Holly Connell Schaaf: Transforming Corners: Kaz Hawkins’ Blues at the Brendan Behan Pub
That night, in Kaz’s honor, Boston brought forth misty drizzle almost worthy of Belfast. Delighted to open for her, spattering wet rhythms played across the cab windows as Kaz and I rode to Jamaica Plain’s Brendan Behan Pub from the Hotel Buckminster. I’d met her at that iconic Kenmore Square wedge just days earlier. A few weeks before that, I’d cried healing tears listening to her songs “Lipstick and Cocaine,” and “Because You Love Me.” My dear longtime friend Meg Tyler, whose vision and hard work brought Kaz to Boston, introduced us. Talking with Kaz had instantly felt both comfortable and exciting.
The cozy pub was filling as we arrived. At first glance I could not see where she could sing. There must be some other room, hidden hallway, or secret portal, I thought. There was not. Peering through the crowd’s thrumming ebb and flow, I glimpsed a microphone far back from the entrance. Kaz sang from a corner – or at least what had seemed a corner before. As she sang, the walls disappeared in the magic of her voice. And yet they must have still been there, for we could feel keenly the joyous power of her cadences channeled into the narrow space. Some of us stayed close to her all the while she sang; some slid in and out of the crowd to go to the bar now and then. But all moved in Kaz’s orbit. As she spoke and sang with brutal authenticity about life’s challenges in songs like “I Saw a Man,” none could resist her gravity.
It was not all serious, however. With genuine warmth and lively humor, she drew exuberance and boisterous laughter from the diverse crowd. Many had come far just to hear her. But even regulars hitting the neighborhood pub paused in amazement, discovering in Kaz an enchanting surprise that freed them from their daily routine more surely than the pints they held in hands that unconsciously extended towards her. In the rollicking rhythms she shared in “Shake,” “Hallelujah Happy People,” and “Can’t Afford Me,” no hands and feet could be still.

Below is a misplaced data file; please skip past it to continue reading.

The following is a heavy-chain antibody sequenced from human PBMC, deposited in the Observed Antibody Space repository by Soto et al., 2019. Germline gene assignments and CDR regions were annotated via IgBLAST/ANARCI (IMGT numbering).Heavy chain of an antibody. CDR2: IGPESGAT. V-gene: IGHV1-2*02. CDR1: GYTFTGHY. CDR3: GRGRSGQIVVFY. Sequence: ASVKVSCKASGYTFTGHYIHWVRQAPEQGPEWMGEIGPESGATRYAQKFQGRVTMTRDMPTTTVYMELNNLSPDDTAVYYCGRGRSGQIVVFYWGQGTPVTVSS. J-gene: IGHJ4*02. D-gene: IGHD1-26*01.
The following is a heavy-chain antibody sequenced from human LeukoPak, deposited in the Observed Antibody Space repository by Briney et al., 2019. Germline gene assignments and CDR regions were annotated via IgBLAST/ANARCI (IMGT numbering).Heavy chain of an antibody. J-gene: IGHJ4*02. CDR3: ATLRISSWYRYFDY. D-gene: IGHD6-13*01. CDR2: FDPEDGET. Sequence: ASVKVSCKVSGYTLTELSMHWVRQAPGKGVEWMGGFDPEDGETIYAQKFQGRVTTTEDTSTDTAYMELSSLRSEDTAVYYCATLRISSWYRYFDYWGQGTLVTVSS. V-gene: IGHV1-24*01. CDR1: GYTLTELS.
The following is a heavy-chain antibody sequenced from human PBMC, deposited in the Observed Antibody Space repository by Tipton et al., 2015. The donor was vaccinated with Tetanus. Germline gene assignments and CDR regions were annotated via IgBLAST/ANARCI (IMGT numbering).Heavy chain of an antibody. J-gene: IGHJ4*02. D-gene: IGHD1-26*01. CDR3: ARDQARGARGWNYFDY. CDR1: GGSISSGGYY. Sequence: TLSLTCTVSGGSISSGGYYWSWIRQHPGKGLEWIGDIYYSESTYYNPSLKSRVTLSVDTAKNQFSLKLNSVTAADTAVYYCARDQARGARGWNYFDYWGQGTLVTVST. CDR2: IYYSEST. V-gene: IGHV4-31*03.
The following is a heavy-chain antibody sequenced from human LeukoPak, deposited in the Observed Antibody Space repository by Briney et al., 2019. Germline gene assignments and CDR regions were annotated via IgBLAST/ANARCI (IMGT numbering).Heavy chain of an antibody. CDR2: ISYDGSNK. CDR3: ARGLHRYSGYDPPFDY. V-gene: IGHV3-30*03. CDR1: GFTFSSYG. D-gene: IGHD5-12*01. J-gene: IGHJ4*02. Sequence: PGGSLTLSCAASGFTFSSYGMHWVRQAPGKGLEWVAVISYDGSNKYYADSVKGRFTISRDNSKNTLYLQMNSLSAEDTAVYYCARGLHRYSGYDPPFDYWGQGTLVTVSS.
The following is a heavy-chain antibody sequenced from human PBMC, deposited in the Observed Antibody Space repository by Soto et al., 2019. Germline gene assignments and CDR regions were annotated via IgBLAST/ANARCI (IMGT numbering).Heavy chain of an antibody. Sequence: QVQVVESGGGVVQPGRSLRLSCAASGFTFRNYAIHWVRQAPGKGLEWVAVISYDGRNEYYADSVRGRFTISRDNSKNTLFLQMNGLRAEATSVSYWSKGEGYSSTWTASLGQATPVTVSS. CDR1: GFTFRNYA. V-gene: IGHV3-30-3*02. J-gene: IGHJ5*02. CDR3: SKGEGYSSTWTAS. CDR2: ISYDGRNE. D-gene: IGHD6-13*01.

Seduced into singing along with her sensual song “Born to be Lovers,” we felt destined to be in this place with each other and with her on this night. We added our voices to hers. With each note, Kaz wove us together, giving us the best experience that can be had in a crowd – the seemingly impossible blend of collective closeness and individual freedom. We responded all as one and also felt free to explore our own dreams: the unique visions her songs stirred in each of our hearts. She simultaneously stood apart in her glorious blue-haired beauty and was one of us.
It is not just on that night that Kaz sang from a corner and transformed it. In her life she has been backed into countless corners and taught silencing walls to sing. She found the courage and imagination to save herself from abuse, depression, and addiction, but also works tirelessly to give others the strength to survive trauma and embrace life. Telling her story with unflinching honesty, Kaz has raised thousands of pounds for East Belfast Community Counseling, a life-saving organization in her community that helps those with nowhere else to turn. Her dedication has and will give many people the peace and love she sings of in “Get Ready,” a song written to help heal her native Northern Ireland.
Meg and I are now talking excitedly about Kaz’s expected return in October. Until then, I listen to her album Get Ready, happy to have her songs with me. This album has given me an even deeper appreciation for the intricate poetry of her lyrics in “Walkin on My Own,” “Believe With Me,” and “Coz You,” so I cannot recommend it more highly. But to hear and see her live is to become part of a delicate yet strong circuit of song, to know a rush of shared passionate energy that will bring you new hope and vitality long afterwards. Through any medium, Kaz’s blues deeply convey life’s struggles and sorrows, but express with even more vivid beauty the boundless possibilities for joyful resistance and resilience.